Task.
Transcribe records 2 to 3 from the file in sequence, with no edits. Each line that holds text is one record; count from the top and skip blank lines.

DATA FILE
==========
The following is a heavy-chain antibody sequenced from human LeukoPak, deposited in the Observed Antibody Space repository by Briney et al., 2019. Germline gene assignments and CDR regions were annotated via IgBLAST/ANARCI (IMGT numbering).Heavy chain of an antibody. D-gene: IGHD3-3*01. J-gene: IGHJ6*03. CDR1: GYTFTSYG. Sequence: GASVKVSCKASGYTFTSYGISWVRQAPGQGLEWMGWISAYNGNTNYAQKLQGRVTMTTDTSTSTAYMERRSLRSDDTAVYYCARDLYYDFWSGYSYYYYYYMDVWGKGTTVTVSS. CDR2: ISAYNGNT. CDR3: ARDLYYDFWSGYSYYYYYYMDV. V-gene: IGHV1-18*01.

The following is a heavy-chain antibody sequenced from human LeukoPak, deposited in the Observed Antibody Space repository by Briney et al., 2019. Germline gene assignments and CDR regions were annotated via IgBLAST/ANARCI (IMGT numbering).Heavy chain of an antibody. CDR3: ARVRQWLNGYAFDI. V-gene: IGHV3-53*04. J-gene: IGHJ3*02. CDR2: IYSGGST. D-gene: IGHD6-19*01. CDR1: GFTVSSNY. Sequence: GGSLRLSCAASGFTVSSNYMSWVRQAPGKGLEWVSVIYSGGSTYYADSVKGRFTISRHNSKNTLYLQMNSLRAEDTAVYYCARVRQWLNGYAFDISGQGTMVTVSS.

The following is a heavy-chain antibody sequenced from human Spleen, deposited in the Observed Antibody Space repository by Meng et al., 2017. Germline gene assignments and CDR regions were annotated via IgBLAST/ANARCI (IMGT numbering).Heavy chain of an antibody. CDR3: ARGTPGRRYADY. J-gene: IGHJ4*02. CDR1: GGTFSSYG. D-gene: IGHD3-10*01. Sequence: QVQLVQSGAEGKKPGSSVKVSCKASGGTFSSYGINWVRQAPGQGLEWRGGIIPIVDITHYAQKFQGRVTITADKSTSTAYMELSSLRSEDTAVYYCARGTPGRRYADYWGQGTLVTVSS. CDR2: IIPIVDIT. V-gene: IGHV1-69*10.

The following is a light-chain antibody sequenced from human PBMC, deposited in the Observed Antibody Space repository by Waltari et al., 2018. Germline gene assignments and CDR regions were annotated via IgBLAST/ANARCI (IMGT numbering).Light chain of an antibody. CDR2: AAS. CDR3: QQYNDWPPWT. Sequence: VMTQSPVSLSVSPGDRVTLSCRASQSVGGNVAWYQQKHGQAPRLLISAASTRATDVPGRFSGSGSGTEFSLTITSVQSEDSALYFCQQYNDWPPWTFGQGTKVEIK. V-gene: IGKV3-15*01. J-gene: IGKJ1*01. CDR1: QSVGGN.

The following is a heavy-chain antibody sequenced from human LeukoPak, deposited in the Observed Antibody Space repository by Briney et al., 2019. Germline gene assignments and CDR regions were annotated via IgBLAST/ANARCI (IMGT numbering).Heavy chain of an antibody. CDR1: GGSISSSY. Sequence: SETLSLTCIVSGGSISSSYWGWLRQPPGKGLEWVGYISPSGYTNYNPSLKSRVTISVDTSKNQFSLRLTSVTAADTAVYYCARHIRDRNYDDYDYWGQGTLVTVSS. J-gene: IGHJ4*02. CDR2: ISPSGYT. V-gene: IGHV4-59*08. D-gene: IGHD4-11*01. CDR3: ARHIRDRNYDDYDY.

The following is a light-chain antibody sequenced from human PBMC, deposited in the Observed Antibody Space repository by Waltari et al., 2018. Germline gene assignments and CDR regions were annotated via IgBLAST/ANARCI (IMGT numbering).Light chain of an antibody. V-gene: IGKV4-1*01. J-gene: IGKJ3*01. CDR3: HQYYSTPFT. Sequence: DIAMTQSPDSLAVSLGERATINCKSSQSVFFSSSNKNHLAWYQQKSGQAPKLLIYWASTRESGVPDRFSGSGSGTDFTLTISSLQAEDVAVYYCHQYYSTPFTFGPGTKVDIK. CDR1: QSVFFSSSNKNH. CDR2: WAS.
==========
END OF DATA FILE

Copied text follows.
The following is a heavy-chain antibody sequenced from human LeukoPak, deposited in the Observed Antibody Space repository by Briney et al., 2019. Germline gene assignments and CDR regions were annotated via IgBLAST/ANARCI (IMGT numbering).Heavy chain of an antibody. CDR3: ARVRQWLNGYAFDI. V-gene: IGHV3-53*04. J-gene: IGHJ3*02. CDR2: IYSGGST. D-gene: IGHD6-19*01. CDR1: GFTVSSNY. Sequence: GGSLRLSCAASGFTVSSNYMSWVRQAPGKGLEWVSVIYSGGSTYYADSVKGRFTISRHNSKNTLYLQMNSLRAEDTAVYYCARVRQWLNGYAFDISGQGTMVTVSS.

The following is a heavy-chain antibody sequenced from human Spleen, deposited in the Observed Antibody Space repository by Meng et al., 2017. Germline gene assignments and CDR regions were annotated via IgBLAST/ANARCI (IMGT numbering).Heavy chain of an antibody. CDR3: ARGTPGRRYADY. J-gene: IGHJ4*02. CDR1: GGTFSSYG. D-gene: IGHD3-10*01. Sequence: QVQLVQSGAEGKKPGSSVKVSCKASGGTFSSYGINWVRQAPGQGLEWRGGIIPIVDITHYAQKFQGRVTITADKSTSTAYMELSSLRSEDTAVYYCARGTPGRRYADYWGQGTLVTVSS. CDR2: IIPIVDIT. V-gene: IGHV1-69*10.